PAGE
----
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Grapple with this. One day you’re a linesman working for an energy provider covering a large part of regional NSW, everything’s pretty much cranking along and your customers are connected to the grid.

The next day you’re a lineman working for an energy provider that has 225,000 customers offline, power poles down, trees across lines, cross-arms destroyed and live wires laying on the ground from one end of the network to the other.

Welcome to last week’s east coast low and the huge impact it’s had on electricity infrastructure across NSW.

Welcome, too, to the crews who’ve been out there working 12-hour days in soaking rain and mud trying to fix the damage wrought by the ferocious wind and rain.

Meet Jon Olteanu; a field supervisor at Ausgrid’s Muswellbrook Depot.

For the past 10 days he’s been supervising three emergency line crews sent from Muswellbrook to Cessnock, Mulbring, Freeman’s Waterhole, Beresfield, Kurri Kurri, Greta and Maitland to restore power in the aftermath of the storm.

His Ausgrid colleague, Daniel Galvin, supervised another three crews despatched from the Muswellbrook Depot to various parts of the Lower Hunter.

It’s fair to say none of us can imagine what these men have been through to fix the power.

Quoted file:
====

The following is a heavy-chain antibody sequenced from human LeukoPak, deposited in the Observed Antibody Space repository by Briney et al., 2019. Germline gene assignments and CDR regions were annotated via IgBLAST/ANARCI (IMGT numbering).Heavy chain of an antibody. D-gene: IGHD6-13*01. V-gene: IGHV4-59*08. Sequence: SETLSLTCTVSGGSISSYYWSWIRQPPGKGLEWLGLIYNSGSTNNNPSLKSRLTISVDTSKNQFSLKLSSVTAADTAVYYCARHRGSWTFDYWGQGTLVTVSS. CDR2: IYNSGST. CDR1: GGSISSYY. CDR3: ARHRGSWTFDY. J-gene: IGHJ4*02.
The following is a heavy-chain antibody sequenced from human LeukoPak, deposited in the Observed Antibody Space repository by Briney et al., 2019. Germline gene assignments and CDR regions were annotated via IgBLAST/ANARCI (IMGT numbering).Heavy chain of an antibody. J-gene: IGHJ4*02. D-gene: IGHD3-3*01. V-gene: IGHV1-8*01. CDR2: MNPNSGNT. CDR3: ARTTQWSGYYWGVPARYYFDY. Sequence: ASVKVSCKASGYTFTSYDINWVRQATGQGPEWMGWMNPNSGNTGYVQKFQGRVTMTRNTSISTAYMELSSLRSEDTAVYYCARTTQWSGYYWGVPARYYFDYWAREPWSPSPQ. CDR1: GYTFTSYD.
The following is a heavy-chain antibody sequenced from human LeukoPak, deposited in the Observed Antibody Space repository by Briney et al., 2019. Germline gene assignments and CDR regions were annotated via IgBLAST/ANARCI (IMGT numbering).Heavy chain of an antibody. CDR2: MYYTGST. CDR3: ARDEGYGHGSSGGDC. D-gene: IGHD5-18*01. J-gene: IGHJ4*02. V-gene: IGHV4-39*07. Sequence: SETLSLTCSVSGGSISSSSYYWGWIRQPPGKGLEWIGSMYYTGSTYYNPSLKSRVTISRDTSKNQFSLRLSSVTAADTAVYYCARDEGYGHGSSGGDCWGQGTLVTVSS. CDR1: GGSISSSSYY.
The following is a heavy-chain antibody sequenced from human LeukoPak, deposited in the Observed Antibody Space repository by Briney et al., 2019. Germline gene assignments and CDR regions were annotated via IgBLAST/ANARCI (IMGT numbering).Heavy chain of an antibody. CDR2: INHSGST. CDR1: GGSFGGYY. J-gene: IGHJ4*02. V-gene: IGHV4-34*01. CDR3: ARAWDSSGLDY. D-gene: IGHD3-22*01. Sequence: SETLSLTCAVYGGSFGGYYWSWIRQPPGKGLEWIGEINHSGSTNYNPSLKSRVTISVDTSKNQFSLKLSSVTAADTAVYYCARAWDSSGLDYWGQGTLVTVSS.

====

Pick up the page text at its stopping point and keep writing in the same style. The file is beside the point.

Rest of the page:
Jon said he’s been a lineman for 12 years and he hasn’t seen anything quite like the damage caused by the weather system that simultaneously hit the Hunter, Central Coast, Sydney and Illawarra regions.

“I’ve worked on power lines after the 2007 Pasha Bulker storm and, as far as the resources involved and the amount of damage caused, last week’s storm well exceeded the Pasha Bulker,” he said.

“The tree damage was enormous, you know, there were quiet cul de sacs with every tree knocked down.

“We had to cut trees to get access, we had to cut trees off the lines, and we had to cut trees across roads.”

An average day started with the linesmen leaving their Muswellbrook Depot around 7am and not returning until after 7pm.

They took with them a 23-tonne Elevated Work Platform, known as a “cherry picker”; a 24-tonne crane borer that digs the holes and stands the power poles; and a couple of crew trucks and a ute carrying tools, equipment and ladders.

Jon said a daily jobs list was issued out of Cessnock and the Muswellbrook crews were simply despatched to locations where they were needed.

“There was one day where we fixed half-a-kilometre of fallen wires, then we replaced a destroyed transformer, then we cleared fallen trees on the same line, then we patrolled that line and finally we repaired cross arms that allowed us to switch on a feeder,” he said.

“The priority was to get every customer restored and the high-voltage feeder lines servicing big blocks of customers were the starting point.

“The ground was so wet and soggy.

“It only took a puff of wind and the trees literally just fell out of the ground.”

One location where this happened was the Cyprus Lakes Golf Course at Pokolbin.